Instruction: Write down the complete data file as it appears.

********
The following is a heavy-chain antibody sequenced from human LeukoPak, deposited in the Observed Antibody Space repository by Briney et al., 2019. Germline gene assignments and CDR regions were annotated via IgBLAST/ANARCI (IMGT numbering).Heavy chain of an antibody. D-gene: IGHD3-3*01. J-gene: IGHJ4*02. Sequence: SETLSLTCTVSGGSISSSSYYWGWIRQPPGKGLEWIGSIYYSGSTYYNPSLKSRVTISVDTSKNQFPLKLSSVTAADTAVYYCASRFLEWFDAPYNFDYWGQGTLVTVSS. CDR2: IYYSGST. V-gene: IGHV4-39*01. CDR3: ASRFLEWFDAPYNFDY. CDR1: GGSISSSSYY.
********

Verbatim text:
The following is a heavy-chain antibody sequenced from human LeukoPak, deposited in the Observed Antibody Space repository by Briney et al., 2019. Germline gene assignments and CDR regions were annotated via IgBLAST/ANARCI (IMGT numbering).Heavy chain of an antibody. D-gene: IGHD3-3*01. J-gene: IGHJ4*02. Sequence: SETLSLTCTVSGGSISSSSYYWGWIRQPPGKGLEWIGSIYYSGSTYYNPSLKSRVTISVDTSKNQFPLKLSSVTAADTAVYYCASRFLEWFDAPYNFDYWGQGTLVTVSS. CDR2: IYYSGST. V-gene: IGHV4-39*01. CDR3: ASRFLEWFDAPYNFDY. CDR1: GGSISSSSYY.